Bangladeshi Prime Minister Sheikh Hasina said Monday that Chinese leaders assured her that Beijing would prod Myanmar to hasten the repatriation of hundreds of thousands of Rohingya refugees languishing in camps in the South Asian nation.
During her first news conference after coming home from an official visit to China, a visibly irked Hasina also slammed a U.S. congressman’s proposal that Myanmar’s Rakhine state, home to the Rohingya minority, be brought under Bangladeshi territory to resolve the refugee crisis. The prime minister described it as an effort “to ignite fire” in the region.
Hasina held bilateral talks in Beijing with Chinese Prime Minister Li Keqiang on July 4 and President Xi Jinping the following day, during which they talked about the Rohingya refugees, according to officials.
“It is true that China has always been with Myanmar, but they have realized that the stay of the Rohingya in Bangladesh is a big problem for Bangladesh,” she told reporters in Dhaka, referring to her talks last week with the Chinese premier and president after attending a World Economic Forum meeting.
“They now think, the issue should be resolved expeditiously, and they have assured me of doing whatever necessary in this regard,” Hasina said.
She said Bangladesh had always been in favor of resolving issues peacefully in line with the nation’s foreign policy: “friendship to all, malice to none.”
“Myanmar has put a huge burden on us. But we have not opted for quarrelling. Instead, we have been negotiating with them. We are still holding talks with them,” Hasina said, as she underscored Dhaka’s financial burden for hosting as many as 1.1 million Rohingya refugees, including more than 740,000 who fled a brutal crackdown by the military in Rakhine, beginning in August 2017.
During Hasina’s visit, Bangladesh and China signed nine pacts related to aid for the Rohingya as well as economic and technical cooperation, investment, power sector, and culture and tourism.
Since 2016, China has massively expanded its investment in Bangladesh – its U.S. $1.03 billion overall investment in 2018 is 16 times greater than its $61 million investment two years earlier, according to official government figures.
At the news conference, Hasina also expressed displeasure over a statement issued by U.S. Rep. Bradley Sherman, who suggested during a June 13 hearing on the U.S. State Department’s budget for South Asia that Washington should consider bringing Myanmar’s Rakhine state under Bangladesh.
“We strongly oppose occupying another nation’s territory or annexing the province of another country,” she said, emphasizing that Bangladesh was happy with its land area of 54,000 square miles (about 147,000 square km).
“All independent countries must have their sovereign rights. Myanmar has its sovereign rights,” she said. “Making such a statement is reprehensible and unfair, I think.”
Sherman, a Democrat who chairs the House sub-committee on Asia-Pacific, was among senior members of the House foreign affairs committee who sent a letter to U.S. Secretary Mike Pompeo in February, urging President Donald Trump’s government to “protect democracy” in Bangladesh.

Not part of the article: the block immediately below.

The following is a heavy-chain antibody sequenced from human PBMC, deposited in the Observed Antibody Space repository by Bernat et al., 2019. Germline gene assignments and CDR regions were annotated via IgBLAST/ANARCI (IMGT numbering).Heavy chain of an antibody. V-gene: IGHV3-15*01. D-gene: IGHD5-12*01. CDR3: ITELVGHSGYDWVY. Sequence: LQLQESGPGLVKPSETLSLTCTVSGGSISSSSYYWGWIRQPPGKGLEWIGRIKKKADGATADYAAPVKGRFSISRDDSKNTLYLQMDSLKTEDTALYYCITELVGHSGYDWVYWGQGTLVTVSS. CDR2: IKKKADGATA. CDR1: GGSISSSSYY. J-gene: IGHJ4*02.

The committee members, in a press statement, highlighted allegations of election fraud and vote rigging during Bangladesh’s general election on Dec. 30 last year. Hasina has rejected those allegations and took her oath in January for a record fourth term.
“If Myanmar or Burma is unwilling or unable to be a good government for the Rohingya people that live in North Rakhine state, then we should transfer and the United States should support the transfer of the portion of that state to Bangladesh, which is willing to accommodate the people,” Sherman told the budget hearing in Washington.
“The Rohingya people of north Rakhine state deserves a government that tries to protect them, not destroy them,” he said.
Bangladesh merely offered shelter to the Rohingya from neighboring Myanmar on humanitarian grounds, according to Hasina.
“This does not mean that we will slash a portion of their territory,” she said. “There are problems in Rakhine, and why should we bring those problems to our country? We will never do it.”
Instead of making such a proposal, Hasina said, the American lawmaker should push for Myanmar to take back its nationals from Bangladesh.
“Their efforts to ignite fire in this region aren’t accepted,” Hasina said, referring to Sherman’s statements.
Myanmar and Bangladesh have traded blame over stalled efforts to repatriate the Muslim Rohingya refugees, who fled a 2017 Myanmar military campaign that the United States and U.N. authorities had described as “ethnic cleansing.”
Last month, Hasina told reporters in Dhaka that Myanmar was reluctant to take back the Rohingya Muslims despite a signed agreement to repatriate them.
U.N. investigators called for the prosecution of top Myanmar generals for “genocide” after the extent of the violence was revealed. Naypyidaw rejected the criticism, saying the violence took place when its soldiers was clearing the area of militants.
Rights groups said Myanmar security forces responded to the attack on border guard posts with a campaign of violence that killed thousands of Rohingya Muslims and subjected women to sexual assaults.
Munshi Faiz Ahmad, a former Bangladesh ambassador to China, said Hasina’s China visit would be expected to usher in positive developments related to the Rohingya repatriation.
“Bangladesh and China maintain very strong bilateral relations. China has been protecting Myanmar from all international pressures. So, they can make Myanmar agree to take the Rohingya back,” he told BenarNews.
He also said that the United State or China would not seek any action that would disrupt Myanmar’s territorial integrity.
“I think annexing Rakhine with Bangladesh is not the U.S. policy,” he said. “This is simply a proposal from a congressman.”